Eurozone interest rates in record rise to fight inflation

The European Central Bank has announced a record rise in eurozone interest rates as it seeks to fight inflation.

Prices in the bloc are rising at the highest pace for half a century as energy costs soar.

The ECB lifted all its key rates by three-quarters of a percentage point and warned that it was likely to raise rates again later this year.

The bank had raised interest rates in July, its first increase in more than 11 years.

“Price pressures have continued to strengthen and broaden across the economy,” the ECB said after its latest decision.

The ECB raised its key deposit rate – how much interest it pays on deposits – to 0.75% from zero, and lifted its main refinancing rate – how much banks have to pay when they borrow money from the ECB – to 1.25 per cent from 0.5 per cent.

Central banks raise interest rates to increase the cost of borrowing, which should lead people to borrow and spend less, and to save more. In theory, this helps curb price rises.

Inflation around the world is being driven by higher energy prices. Prices were rising more quickly as economies recovered from the effects of the coronavirus pandemic, but they jumped further due to Russia’s war in Ukraine.

ECB president Christine Lagarde said the central bank could not control high energy prices.

“I cannot reduce the price of energy,” she said. “I cannot convince the big players of this world to reduce gas prices. I cannot reform the electricity market. And I am very pleased to see that the European Commission is considering steps to that effect because monetary policy is not going to reduce the price of energy.”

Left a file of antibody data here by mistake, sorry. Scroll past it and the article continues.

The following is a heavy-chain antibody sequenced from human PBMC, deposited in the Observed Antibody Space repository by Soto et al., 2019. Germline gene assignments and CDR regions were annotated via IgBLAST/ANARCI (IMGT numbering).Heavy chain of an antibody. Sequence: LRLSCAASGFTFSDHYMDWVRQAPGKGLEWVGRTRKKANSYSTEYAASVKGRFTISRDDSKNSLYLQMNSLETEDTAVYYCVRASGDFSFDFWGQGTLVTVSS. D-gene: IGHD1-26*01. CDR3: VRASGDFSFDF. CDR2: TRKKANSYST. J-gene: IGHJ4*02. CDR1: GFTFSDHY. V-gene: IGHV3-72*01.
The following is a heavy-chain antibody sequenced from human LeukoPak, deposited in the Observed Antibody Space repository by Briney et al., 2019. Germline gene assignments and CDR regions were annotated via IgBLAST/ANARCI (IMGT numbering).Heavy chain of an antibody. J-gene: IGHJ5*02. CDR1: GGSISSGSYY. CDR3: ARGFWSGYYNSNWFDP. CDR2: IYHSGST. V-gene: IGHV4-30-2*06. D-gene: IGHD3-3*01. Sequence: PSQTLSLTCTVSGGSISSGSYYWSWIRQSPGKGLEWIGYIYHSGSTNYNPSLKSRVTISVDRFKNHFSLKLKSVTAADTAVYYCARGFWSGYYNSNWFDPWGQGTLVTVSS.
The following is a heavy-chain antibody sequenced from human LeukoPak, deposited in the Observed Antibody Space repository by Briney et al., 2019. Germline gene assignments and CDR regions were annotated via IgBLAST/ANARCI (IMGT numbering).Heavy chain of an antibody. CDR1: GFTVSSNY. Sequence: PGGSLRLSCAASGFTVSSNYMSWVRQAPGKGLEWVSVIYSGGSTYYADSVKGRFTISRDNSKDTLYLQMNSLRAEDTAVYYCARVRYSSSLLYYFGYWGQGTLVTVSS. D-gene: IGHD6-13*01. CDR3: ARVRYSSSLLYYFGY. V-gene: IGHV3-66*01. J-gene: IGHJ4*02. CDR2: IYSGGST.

She added that if gas prices continue to “skyrocket”, that would be “recessionary”.

If Russia were to cut gas supplies to the EU completely, then one scenario the ECB envisages – if it is not possible to secure alternative gas supplies from Asia, Norway and the US – is gas rationing across the whole euro area and a recession in 2023, Ms Lagarde said.

With the ECB statement explicitly saying more rate hikes would be needed, markets continue to expect another half-point rise at the bank’s October meeting.

Euro area inflation is expected to be 9.1 per cent in August, up from 8.9  per cent in July, according to Eurostat.

Janet Mui, head of market analysis at wealth manager Brewin Dolphin, said the ECB was “playing catch up” with the US Federal Reserve and the Bank of England, which have already been raising rates.

The ECB has forecast eurozone inflation of 8.1% this year, 5.5 per cent in 2023 and 2.3 per cent in 2024, but “these are subject to a high degree of uncertainty given the volatility in gas prices”.

With high energy prices sapping purchasing power, some economists predict a eurozone downturn.

Some policymakers have talked about a recession, and the ECB’s new projections also show sharply lower growth in the coming years.

“After a rebound in the first half of 2022, recent data point to a substantial slowdown in euro area economic growth, with the economy expected to stagnate later in the year and in the first quarter of 2023,” the ECB said.

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